Air raid sirens in Haifa.
Bomb threats for Ben Gurion Airport.
Potential ground troops in Gaza.
No more peace treaties.
As I lie in bed at a Kibbutz in the northern part of Israel, I inform my roommates of the crisis at hand, reading aloud article after article. Finally, as my two friends remain under their covers, waiting for me to end my lectures, I ask them, “Do you want me to stop?”
They pause. They stutter.
“If this makes you feel uncomfortable, I’m happy to read about this to myself. You need not have nightmares on my account,” I reassure them.
They pause again, and one requests of me, “if you wouldn’t mind, maybe this isn’t the perfect time.”
So, I stop. After finishing to compare and contrast a selection of the day’s news reports, I close my laptop and take a deep breath.
There are two signs in the hallway and one in my bedroom that direct me to the building’s bomb shelter. The kibbutz’s inhabitants have familiarized themselves with the timbre of the air raid siren. Tonight, I will be okay.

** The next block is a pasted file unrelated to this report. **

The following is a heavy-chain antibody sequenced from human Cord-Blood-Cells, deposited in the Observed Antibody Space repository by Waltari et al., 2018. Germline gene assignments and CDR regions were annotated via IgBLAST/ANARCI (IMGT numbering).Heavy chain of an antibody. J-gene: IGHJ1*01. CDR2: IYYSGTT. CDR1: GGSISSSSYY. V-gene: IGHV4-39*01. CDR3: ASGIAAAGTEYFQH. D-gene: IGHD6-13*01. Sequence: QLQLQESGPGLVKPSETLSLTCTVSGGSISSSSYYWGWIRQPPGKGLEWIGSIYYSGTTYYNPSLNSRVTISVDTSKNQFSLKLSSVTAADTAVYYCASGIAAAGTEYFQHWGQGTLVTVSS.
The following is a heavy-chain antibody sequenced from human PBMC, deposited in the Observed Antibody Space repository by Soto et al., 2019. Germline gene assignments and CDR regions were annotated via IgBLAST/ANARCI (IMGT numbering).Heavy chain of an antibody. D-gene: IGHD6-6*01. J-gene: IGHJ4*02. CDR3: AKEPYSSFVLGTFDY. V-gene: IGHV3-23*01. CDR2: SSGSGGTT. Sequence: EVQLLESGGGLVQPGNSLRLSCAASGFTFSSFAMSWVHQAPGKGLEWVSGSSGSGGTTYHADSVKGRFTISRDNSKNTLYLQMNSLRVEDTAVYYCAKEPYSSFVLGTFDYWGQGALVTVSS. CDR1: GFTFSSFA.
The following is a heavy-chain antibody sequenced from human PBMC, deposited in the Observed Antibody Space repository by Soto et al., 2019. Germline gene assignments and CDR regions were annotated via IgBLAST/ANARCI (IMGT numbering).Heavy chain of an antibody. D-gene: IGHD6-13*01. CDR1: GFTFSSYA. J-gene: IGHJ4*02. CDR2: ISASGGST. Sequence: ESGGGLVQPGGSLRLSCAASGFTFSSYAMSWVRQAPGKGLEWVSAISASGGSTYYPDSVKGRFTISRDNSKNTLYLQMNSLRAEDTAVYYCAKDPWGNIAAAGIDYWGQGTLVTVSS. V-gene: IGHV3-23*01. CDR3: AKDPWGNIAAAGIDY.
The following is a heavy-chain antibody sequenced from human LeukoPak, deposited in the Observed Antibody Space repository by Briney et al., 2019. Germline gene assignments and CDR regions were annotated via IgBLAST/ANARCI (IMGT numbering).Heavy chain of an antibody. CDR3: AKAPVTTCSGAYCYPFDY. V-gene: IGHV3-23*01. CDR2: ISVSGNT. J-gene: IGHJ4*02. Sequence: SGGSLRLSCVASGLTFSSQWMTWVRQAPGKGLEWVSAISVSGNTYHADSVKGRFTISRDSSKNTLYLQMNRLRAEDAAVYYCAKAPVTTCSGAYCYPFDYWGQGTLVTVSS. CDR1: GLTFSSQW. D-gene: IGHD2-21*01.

However, I face a deadly predicament. To what extent must I perpetually focus on the violence just a few kilometers from where I sleep? Furthermore, can I care about the issue, while still not dedicating my entire life towards it? Where is the line between care and stress?
Everyday, I await a time of peace, whenever that may be.
But I’m here in the north and though I lie in the valley of the shadow of death, I have no fear: tomorrow, despite the violence, I will still be alive to greet the day.
Perhaps it is the wrong time to talk about violence. Maybe a perpetual fear of what may happen next isn’t beneficial. Although I can’t read every essay and interpretation tonight, my heart is in the south.
And, tomorrow, I’ll begin again.